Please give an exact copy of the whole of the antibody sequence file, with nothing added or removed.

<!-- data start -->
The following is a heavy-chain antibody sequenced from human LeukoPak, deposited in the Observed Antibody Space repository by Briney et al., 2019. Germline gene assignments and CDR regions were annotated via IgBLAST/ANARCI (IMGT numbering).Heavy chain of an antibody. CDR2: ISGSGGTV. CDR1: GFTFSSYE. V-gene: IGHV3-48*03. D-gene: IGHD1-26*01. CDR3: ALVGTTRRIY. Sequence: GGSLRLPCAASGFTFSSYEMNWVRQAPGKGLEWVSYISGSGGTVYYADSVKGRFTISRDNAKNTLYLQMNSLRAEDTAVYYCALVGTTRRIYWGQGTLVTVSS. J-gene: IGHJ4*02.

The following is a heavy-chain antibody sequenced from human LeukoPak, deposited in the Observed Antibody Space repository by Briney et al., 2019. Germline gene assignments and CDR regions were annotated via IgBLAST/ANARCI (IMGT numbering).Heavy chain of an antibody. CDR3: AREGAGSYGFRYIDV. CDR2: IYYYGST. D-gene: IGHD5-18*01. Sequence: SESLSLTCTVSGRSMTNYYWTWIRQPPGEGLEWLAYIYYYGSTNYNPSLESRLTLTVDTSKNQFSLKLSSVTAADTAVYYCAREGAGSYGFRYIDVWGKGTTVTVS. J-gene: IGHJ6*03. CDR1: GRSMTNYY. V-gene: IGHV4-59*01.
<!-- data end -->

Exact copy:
The following is a heavy-chain antibody sequenced from human LeukoPak, deposited in the Observed Antibody Space repository by Briney et al., 2019. Germline gene assignments and CDR regions were annotated via IgBLAST/ANARCI (IMGT numbering).Heavy chain of an antibody. CDR2: ISGSGGTV. CDR1: GFTFSSYE. V-gene: IGHV3-48*03. D-gene: IGHD1-26*01. CDR3: ALVGTTRRIY. Sequence: GGSLRLPCAASGFTFSSYEMNWVRQAPGKGLEWVSYISGSGGTVYYADSVKGRFTISRDNAKNTLYLQMNSLRAEDTAVYYCALVGTTRRIYWGQGTLVTVSS. J-gene: IGHJ4*02.

The following is a heavy-chain antibody sequenced from human LeukoPak, deposited in the Observed Antibody Space repository by Briney et al., 2019. Germline gene assignments and CDR regions were annotated via IgBLAST/ANARCI (IMGT numbering).Heavy chain of an antibody. CDR3: AREGAGSYGFRYIDV. CDR2: IYYYGST. D-gene: IGHD5-18*01. Sequence: SESLSLTCTVSGRSMTNYYWTWIRQPPGEGLEWLAYIYYYGSTNYNPSLESRLTLTVDTSKNQFSLKLSSVTAADTAVYYCAREGAGSYGFRYIDVWGKGTTVTVS. J-gene: IGHJ6*03. CDR1: GRSMTNYY. V-gene: IGHV4-59*01.